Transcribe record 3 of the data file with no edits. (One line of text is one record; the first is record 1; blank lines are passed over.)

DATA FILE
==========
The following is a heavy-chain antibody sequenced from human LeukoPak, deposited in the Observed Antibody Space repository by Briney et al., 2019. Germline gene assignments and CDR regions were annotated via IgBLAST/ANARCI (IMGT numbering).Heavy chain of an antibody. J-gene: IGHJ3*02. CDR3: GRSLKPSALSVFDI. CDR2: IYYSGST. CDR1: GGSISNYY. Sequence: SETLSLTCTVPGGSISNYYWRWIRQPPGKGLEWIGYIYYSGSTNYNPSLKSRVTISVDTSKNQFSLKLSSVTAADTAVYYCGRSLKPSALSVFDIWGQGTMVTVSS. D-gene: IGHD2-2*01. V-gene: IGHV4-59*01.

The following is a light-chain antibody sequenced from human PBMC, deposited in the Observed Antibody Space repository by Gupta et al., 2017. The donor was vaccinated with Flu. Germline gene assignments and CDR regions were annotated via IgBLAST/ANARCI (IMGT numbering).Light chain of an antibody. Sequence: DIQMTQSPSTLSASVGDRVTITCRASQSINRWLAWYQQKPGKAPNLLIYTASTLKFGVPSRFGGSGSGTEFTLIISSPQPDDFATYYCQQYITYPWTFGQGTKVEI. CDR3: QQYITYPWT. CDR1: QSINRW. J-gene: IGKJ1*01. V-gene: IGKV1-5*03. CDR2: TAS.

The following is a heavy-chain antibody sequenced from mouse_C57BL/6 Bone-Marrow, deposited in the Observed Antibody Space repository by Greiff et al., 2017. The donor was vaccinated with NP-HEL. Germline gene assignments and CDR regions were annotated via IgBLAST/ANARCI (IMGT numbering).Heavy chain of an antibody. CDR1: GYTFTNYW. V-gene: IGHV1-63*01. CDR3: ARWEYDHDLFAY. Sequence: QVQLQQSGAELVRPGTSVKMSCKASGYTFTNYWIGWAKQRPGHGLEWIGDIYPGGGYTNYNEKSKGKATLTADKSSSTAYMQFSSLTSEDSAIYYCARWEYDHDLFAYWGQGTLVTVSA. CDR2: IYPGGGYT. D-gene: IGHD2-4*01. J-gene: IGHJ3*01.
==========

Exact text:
The following is a heavy-chain antibody sequenced from mouse_C57BL/6 Bone-Marrow, deposited in the Observed Antibody Space repository by Greiff et al., 2017. The donor was vaccinated with NP-HEL. Germline gene assignments and CDR regions were annotated via IgBLAST/ANARCI (IMGT numbering).Heavy chain of an antibody. CDR1: GYTFTNYW. V-gene: IGHV1-63*01. CDR3: ARWEYDHDLFAY. Sequence: QVQLQQSGAELVRPGTSVKMSCKASGYTFTNYWIGWAKQRPGHGLEWIGDIYPGGGYTNYNEKSKGKATLTADKSSSTAYMQFSSLTSEDSAIYYCARWEYDHDLFAYWGQGTLVTVSA. CDR2: IYPGGGYT. D-gene: IGHD2-4*01. J-gene: IGHJ3*01.